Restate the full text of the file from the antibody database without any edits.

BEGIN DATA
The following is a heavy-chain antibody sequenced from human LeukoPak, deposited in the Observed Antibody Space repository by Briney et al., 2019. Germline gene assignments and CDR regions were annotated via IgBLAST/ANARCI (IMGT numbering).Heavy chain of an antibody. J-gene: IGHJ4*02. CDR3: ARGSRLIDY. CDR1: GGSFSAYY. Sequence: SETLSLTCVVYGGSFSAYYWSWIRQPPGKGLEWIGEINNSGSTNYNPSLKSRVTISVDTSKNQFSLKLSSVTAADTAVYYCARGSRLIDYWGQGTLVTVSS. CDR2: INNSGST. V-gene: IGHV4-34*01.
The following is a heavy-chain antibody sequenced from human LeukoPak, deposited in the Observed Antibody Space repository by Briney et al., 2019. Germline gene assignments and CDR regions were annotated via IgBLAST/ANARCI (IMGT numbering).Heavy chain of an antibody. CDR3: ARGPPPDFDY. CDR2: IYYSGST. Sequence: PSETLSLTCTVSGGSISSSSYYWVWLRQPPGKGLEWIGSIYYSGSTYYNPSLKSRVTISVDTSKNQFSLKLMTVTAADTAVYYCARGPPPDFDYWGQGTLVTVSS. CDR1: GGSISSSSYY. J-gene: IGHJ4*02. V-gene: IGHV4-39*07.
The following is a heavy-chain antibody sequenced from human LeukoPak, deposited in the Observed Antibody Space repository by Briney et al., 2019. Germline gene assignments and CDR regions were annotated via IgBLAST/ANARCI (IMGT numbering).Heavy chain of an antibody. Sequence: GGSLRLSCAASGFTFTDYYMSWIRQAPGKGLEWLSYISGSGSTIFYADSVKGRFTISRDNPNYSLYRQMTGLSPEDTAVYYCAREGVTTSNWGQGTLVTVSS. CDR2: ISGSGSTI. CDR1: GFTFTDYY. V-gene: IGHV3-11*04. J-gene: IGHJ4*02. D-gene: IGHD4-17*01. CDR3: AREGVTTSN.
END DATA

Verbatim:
The following is a heavy-chain antibody sequenced from human LeukoPak, deposited in the Observed Antibody Space repository by Briney et al., 2019. Germline gene assignments and CDR regions were annotated via IgBLAST/ANARCI (IMGT numbering).Heavy chain of an antibody. J-gene: IGHJ4*02. CDR3: ARGSRLIDY. CDR1: GGSFSAYY. Sequence: SETLSLTCVVYGGSFSAYYWSWIRQPPGKGLEWIGEINNSGSTNYNPSLKSRVTISVDTSKNQFSLKLSSVTAADTAVYYCARGSRLIDYWGQGTLVTVSS. CDR2: INNSGST. V-gene: IGHV4-34*01.
The following is a heavy-chain antibody sequenced from human LeukoPak, deposited in the Observed Antibody Space repository by Briney et al., 2019. Germline gene assignments and CDR regions were annotated via IgBLAST/ANARCI (IMGT numbering).Heavy chain of an antibody. CDR3: ARGPPPDFDY. CDR2: IYYSGST. Sequence: PSETLSLTCTVSGGSISSSSYYWVWLRQPPGKGLEWIGSIYYSGSTYYNPSLKSRVTISVDTSKNQFSLKLMTVTAADTAVYYCARGPPPDFDYWGQGTLVTVSS. CDR1: GGSISSSSYY. J-gene: IGHJ4*02. V-gene: IGHV4-39*07.
The following is a heavy-chain antibody sequenced from human LeukoPak, deposited in the Observed Antibody Space repository by Briney et al., 2019. Germline gene assignments and CDR regions were annotated via IgBLAST/ANARCI (IMGT numbering).Heavy chain of an antibody. Sequence: GGSLRLSCAASGFTFTDYYMSWIRQAPGKGLEWLSYISGSGSTIFYADSVKGRFTISRDNPNYSLYRQMTGLSPEDTAVYYCAREGVTTSNWGQGTLVTVSS. CDR2: ISGSGSTI. CDR1: GFTFTDYY. V-gene: IGHV3-11*04. J-gene: IGHJ4*02. D-gene: IGHD4-17*01. CDR3: AREGVTTSN.